My comments are in blue.
1. Another claim which is nearly Moorean. I claim that the following argument is valid:
Frodo is a hobbit
Frodo has large feet
Some hobbit has large feet
I am not saying that the premisses are true. Clearly if there are no such things as hobbits, the first sentence has to be false. But it [the argument] is valid. The premisses can't be true and the conclusion false. If there were such a thing as Frodo, and if he was a hobbit, and if he had large feet, it has to be the cases that some hobbit (him) has large feet. So the argument is valid.
[. . .]
2. Assuming the argument above is valid, what fact makes it valid? I claim that it is a purely semantic property of the proper name 'Frodo'. I.e. it is in virtue of the meaning of 'Frodo' that the premisses cannot be true with the conclusion false. By 'purely semantic', I mean a feature of the term that it continues to possess even though it has no extension, i.e. there is nothing it refers to or denotes.
Stylistic comment: I would strike “continues to possess” and substitute “possesses.” After all it can't be your view that purely fictional names go from having extensions to not having them.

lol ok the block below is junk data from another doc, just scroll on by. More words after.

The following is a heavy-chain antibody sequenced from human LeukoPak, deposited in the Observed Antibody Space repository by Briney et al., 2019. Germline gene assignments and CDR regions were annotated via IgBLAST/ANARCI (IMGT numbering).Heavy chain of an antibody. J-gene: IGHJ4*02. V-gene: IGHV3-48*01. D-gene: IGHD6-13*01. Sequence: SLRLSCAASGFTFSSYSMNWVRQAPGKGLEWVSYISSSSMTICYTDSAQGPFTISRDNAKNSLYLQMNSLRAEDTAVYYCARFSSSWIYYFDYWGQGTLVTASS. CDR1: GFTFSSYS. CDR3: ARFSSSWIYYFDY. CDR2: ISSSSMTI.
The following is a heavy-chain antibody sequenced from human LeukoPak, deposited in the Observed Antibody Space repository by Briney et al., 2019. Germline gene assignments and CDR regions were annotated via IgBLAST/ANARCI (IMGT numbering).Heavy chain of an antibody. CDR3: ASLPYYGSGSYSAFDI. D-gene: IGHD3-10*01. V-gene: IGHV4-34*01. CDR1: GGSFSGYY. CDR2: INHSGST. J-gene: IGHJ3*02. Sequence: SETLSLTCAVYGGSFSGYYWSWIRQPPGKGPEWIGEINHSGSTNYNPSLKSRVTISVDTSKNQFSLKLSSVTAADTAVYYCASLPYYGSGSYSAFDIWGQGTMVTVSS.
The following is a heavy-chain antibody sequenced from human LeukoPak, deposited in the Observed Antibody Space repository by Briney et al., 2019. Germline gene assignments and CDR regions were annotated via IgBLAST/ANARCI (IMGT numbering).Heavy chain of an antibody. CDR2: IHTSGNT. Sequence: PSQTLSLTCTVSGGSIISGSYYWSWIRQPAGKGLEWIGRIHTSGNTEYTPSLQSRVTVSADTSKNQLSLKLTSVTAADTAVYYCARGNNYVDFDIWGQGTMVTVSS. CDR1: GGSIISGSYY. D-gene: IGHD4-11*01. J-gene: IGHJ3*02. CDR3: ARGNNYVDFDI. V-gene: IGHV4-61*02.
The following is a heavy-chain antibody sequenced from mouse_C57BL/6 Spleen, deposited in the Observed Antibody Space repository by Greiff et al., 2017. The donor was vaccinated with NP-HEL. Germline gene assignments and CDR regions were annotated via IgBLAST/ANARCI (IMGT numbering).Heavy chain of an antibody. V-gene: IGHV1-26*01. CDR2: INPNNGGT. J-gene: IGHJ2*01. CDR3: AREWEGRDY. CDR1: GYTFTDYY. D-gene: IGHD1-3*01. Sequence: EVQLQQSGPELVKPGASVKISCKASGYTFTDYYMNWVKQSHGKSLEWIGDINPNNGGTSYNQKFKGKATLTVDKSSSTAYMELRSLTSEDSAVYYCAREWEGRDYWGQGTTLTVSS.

Substantive comment: What you say in #1 above seems correct. But now you take a turn that is reasonably resisted. You want to know what makes the Frodo argument valid. I say it is valid because it has a valid form:
a is F
a is G
Some F is G.
It is this form that makes it impossible for an argument having this form to have true premises and a false conclusion. It has nothing to do with any semantic property of a substituend of the arbitrary individual constant, 'a.' Whether the subject matter of an argument is fiction or fact makes no difference to its validity or to the explanation of its validity. Logic abstracts from content; hence it treats 'Frodo,' 'Noah,' 'Churchhill' and 'Obama' the same, as substituends of an arbitrary individual constant.
It is not clear what you are claiming. Are you saying that there is a semantic property that only (purely) fictional names have? And what is this semantic property? Does 'Noah' have it as well?